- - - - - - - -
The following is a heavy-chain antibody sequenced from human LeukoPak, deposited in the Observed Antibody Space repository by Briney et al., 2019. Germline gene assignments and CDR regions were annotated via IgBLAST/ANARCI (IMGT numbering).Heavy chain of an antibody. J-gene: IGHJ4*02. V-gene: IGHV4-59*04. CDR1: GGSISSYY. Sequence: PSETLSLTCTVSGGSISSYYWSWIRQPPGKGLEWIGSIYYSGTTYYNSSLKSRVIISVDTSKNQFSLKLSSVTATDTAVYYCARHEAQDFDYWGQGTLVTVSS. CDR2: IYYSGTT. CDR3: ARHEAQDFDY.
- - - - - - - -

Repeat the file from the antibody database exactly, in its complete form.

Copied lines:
The following is a heavy-chain antibody sequenced from human LeukoPak, deposited in the Observed Antibody Space repository by Briney et al., 2019. Germline gene assignments and CDR regions were annotated via IgBLAST/ANARCI (IMGT numbering).Heavy chain of an antibody. J-gene: IGHJ4*02. V-gene: IGHV4-59*04. CDR1: GGSISSYY. Sequence: PSETLSLTCTVSGGSISSYYWSWIRQPPGKGLEWIGSIYYSGTTYYNSSLKSRVIISVDTSKNQFSLKLSSVTATDTAVYYCARHEAQDFDYWGQGTLVTVSS. CDR2: IYYSGTT. CDR3: ARHEAQDFDY.